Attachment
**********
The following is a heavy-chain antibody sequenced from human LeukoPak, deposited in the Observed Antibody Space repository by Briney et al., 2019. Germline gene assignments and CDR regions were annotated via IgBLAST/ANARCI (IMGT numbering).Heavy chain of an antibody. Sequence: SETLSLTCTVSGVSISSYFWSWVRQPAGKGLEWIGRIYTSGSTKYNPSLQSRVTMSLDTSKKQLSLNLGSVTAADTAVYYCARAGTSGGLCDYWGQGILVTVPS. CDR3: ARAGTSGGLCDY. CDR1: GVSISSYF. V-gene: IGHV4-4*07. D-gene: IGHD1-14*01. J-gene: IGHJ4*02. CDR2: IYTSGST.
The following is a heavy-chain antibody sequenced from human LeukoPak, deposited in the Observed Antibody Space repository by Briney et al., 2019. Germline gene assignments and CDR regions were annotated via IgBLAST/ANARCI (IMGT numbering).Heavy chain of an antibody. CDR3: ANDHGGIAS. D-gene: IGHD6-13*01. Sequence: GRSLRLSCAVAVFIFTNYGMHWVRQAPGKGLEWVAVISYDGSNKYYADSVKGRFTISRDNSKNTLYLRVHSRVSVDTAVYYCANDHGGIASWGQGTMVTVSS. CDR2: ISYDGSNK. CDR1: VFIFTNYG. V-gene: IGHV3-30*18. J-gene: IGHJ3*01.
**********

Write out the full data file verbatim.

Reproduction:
The following is a heavy-chain antibody sequenced from human LeukoPak, deposited in the Observed Antibody Space repository by Briney et al., 2019. Germline gene assignments and CDR regions were annotated via IgBLAST/ANARCI (IMGT numbering).Heavy chain of an antibody. Sequence: SETLSLTCTVSGVSISSYFWSWVRQPAGKGLEWIGRIYTSGSTKYNPSLQSRVTMSLDTSKKQLSLNLGSVTAADTAVYYCARAGTSGGLCDYWGQGILVTVPS. CDR3: ARAGTSGGLCDY. CDR1: GVSISSYF. V-gene: IGHV4-4*07. D-gene: IGHD1-14*01. J-gene: IGHJ4*02. CDR2: IYTSGST.
The following is a heavy-chain antibody sequenced from human LeukoPak, deposited in the Observed Antibody Space repository by Briney et al., 2019. Germline gene assignments and CDR regions were annotated via IgBLAST/ANARCI (IMGT numbering).Heavy chain of an antibody. CDR3: ANDHGGIAS. D-gene: IGHD6-13*01. Sequence: GRSLRLSCAVAVFIFTNYGMHWVRQAPGKGLEWVAVISYDGSNKYYADSVKGRFTISRDNSKNTLYLRVHSRVSVDTAVYYCANDHGGIASWGQGTMVTVSS. CDR2: ISYDGSNK. CDR1: VFIFTNYG. V-gene: IGHV3-30*18. J-gene: IGHJ3*01.